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Parental alienation is a situation where one parent uses the children to destroy the other parent's relationship with the children. It is an insidious process, and a process that can only be halted if caught early and early intervention is taken. This intervention may include the need to get a judge to stand-up and say "enough is enough, I'm not going to give these children to a parent who is doing everything in their power to destroy the children's relationship with the other parent." It can also result in other remedial steps as well. But in order to get the court on your side, you have to present a thoroughly persuasive case because it is often difficult, at least early on, to distinguish between true parental alienation and just some residual bitterness that is temporary. I have some very personal experience dealing with parental alienation and its psychological pathology. Below is an article I wrote for The Family Lawyer, a publication read by family law attorneys throughout Georgia. After reading this article, if you think either you or your children might be a victim of parental alienation, please don't hesitate to contact my office right away at (770) 594-8309.
The article is below:
I was married to my beautiful wife in June of 1992. We had a wonderful wedding ceremony on one of the premiere golf courses in the area. My wife's family showed up (numbering in the 100s), from both her mother and father's side of the family. My family was also present, except only members from my mother's side of the family were in attendance. They numbered 7 or 8 people. My mother's only demand at my wedding was that "if you invite your father I will not be at your wedding." Given my long-held opinion about my father, it was not a very big deal for me at the time. For reasons I could not fully articulate at the time, as I had no real personal experience to base this on, I just was not real fond of my father, and this request was really not a large matter to me. So the wedding went on and we are celebrating our 10th anniversary this week. The ironic thing is that for the upcoming July 4th holiday, we will probably spend it with my father in Florida and I rarely speak with my mother anymore. I relate these events here because this article is on parental alienation, and this is a real world example of parental alienation at work, more than two decades after my parent's divorce.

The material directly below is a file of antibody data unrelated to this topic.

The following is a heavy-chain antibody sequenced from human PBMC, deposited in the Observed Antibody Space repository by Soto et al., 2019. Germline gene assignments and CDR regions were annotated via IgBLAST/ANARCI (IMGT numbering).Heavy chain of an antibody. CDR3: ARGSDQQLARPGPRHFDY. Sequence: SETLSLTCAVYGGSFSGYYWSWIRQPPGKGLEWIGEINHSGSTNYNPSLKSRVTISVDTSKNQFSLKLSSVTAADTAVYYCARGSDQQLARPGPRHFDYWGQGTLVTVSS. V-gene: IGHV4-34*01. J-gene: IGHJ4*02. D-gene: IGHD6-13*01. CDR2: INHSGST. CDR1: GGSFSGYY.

What is parental alienation? Clinically speaking, it is not just one parent badmouthing another parent in front of the children. Even parents in happy and solid marriages are prone to say denigrating things about their spouse to their children from time to time. This problem becomes exacerbated when the parents are seeking a divorce from each other. However, this is not entirely abnormal. A divorce without such hostilities, at least in my experience, is truly the abnormal situation. This is even the case where the denigrating remarks are intentionally targeted by one parent to alienate the children against the other parent. This is because "in the majority of these situations, the alienating parent will regain his or her emotional control, feel guilty about their words and acts, and back off from these alienating tactics." Some harm may be done in these instances, harm that may not always be easy to take back, but children are not as fragile as we often like to believe, and parents are people and need to work through their anger and grief. This sort of thing regrettably happens. In most instances, however, we are not talking about a true pathology.
Instead, parental alienation occurs over a continuum of degrees. Douglas Darnell neatly describes the continuum of parental alienators into the following categories: naïve alienators, active alienators, and obsessive alienators. Although any category of alienator can be harmful, it is only the latter category of alienator, the "obsessive alienator," that creates this insidious and long-term pathology known as parental alienation.